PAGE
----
Selma Dabbagh talks about the personal and political in her debut novel, Out of It.
Image courtesy of the author.
By Rahat Kurd
—Excerpt from the novel Out Of It
Out Of It begins with a nighttime aerial bombardment and its bloody morning aftermath for a family in Gaza. The three adult siblings of the Mujahed family, Rashid, Iman and Sabri, live with their mother Jihan in what used to be a block of eight identical buildings; now surrounded by tent-dwelling neighbours, theirs is the last residence standing. Rashid, 27, having spent the night of the bombing getting defiantly stoned, wakes to the news that he’s been awarded a full scholarship to graduate school in London. Iman, his twin sister, has been working in Gaza for a year as a teacher since completing her education in Europe. When the bombing begins, Iman is trapped at a meeting with several other women. The next day she learns that one of her students, a little girl, was killed when the hospital was bombed during the night. Like Rashid, Iman struggles to stay above despair and maintain a sense of purpose and belonging in Gaza.
I first encountered Dabbagh’s writing through the streetwise voice, spiked with humor and innocence, of the teenage Jewish Londoner who narrates her 2007 short story “Down the Market,” an electrifying account of Israeli settler violence in the West Bank. Dabbagh creates characters who face extreme situations—bombings, interrogations, the violent deaths of family members and friends, the deaths of children. I’ve been struck, both in her short stories and in Out Of It, by the kind of mental dexterity her characters need to survive, switching from the flight-or-fight response to the fierce persistence of the private individual in maintaining a continuous self. They have specific, irreducible memories and emotional attachments—her character Sabri keeps a shirt that had belonged to his wife Lana wrapped in plastic, believing it still has her scent, for example—and the capacity for tenderness and humor and regret and hope for future happiness. They are as susceptible to having their hearts beat faster at the sight of a certain man or woman as any Austenian maiden at a garden party.
—Rahat Kurd for Guernica
Guernica: Is it possible to say whether the personal precedes the political for you? In your work, the two have a way of coming at the reader so intensely at once that I wonder if you regard this as your central creative task. This quality in her work reminds me of the South African novels of Nadine Gordimer, for whose characters surviving and resisting the dehumanizing impacts of apartheid comes to us through their private emotional lives.
Selma Dabbagh: My primary focus is the personal. The personal and political were so tightly entwined in Out of It, as the pressure to be politically engaged was one of its key themes. My later work may veer away before it veers back to such a politicized terrain. In terms of my central creative task, I would say that that is to be true to myself. I am a great admirer of Gordimer’s work, particularly her short stories. She had an extraordinary knack for catching the finest calibrations of human emotion. I was probably more led by writers like Gordimer in terms of where I wanted to place myself on the political-personal spectrum than other Palestinian writers. I got to the point in the writing process where I decided to jettison the idea of conveying the whole of Palestinian history (I started out with the idea of writing a grand epic or saga starting in the 1930s) or even any particular message. I just wanted the characters to live and breathe on the page, for their emotions and desires to be communicated to the reader. The fate of a character where there is no history, no connection, no belief, will not stay with you longer than a headline statistic. But, having said that, you cannot write the personal without having a good understanding of the big-picture political issues that influence your characters’ lives. As the surrealist painter and writer Leonora Carrington put it, “to possess the telescope without the other essential part, the microscope seems to be a symbol of darkest incomprehension. The task of the right eye is to peer into the telescope while the left eye peers into the microscope.”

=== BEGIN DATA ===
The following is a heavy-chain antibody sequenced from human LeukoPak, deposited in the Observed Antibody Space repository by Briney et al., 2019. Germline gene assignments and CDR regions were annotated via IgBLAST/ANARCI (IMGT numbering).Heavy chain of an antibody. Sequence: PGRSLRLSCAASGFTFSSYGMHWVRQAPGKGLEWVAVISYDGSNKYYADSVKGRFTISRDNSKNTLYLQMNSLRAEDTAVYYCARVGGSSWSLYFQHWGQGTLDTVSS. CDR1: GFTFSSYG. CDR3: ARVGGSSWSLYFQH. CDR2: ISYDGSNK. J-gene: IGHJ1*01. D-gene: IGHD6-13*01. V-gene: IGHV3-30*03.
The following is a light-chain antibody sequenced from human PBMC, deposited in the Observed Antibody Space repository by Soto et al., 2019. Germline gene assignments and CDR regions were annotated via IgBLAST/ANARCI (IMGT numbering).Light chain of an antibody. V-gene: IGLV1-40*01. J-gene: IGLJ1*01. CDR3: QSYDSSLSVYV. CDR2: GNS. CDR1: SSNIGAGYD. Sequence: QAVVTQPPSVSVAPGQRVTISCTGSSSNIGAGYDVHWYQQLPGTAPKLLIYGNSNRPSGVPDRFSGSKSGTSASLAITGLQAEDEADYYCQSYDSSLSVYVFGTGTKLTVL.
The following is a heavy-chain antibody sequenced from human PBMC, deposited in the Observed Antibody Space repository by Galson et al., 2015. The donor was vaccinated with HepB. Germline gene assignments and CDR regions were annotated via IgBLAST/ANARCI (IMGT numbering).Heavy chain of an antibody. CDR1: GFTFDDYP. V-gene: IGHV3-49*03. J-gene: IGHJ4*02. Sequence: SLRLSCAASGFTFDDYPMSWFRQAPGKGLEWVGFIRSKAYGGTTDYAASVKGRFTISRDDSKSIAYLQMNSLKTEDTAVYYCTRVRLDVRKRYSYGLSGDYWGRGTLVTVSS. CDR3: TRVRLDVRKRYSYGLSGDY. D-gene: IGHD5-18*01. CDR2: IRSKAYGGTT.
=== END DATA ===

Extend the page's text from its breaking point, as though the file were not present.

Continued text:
If you grow up in a society where you are predominantly defined by your sexual status and outlook, you become painfully aware of it.
Guernica: I’d like to talk about your portrayal of Iman, the young female protagonist. At one point in the novel Iman admits to herself that she’s attracted to a political activist she met in Gaza. Despite her own strong capacity for leadership under extremely harsh circumstances, Iman feels ill-equipped for intimate relationships, inhibited by what she feels is lack of experience. The contrast will be very familiar to many readers who are raised with both a lively social justice consciousness and traditional Muslim family and community expectations.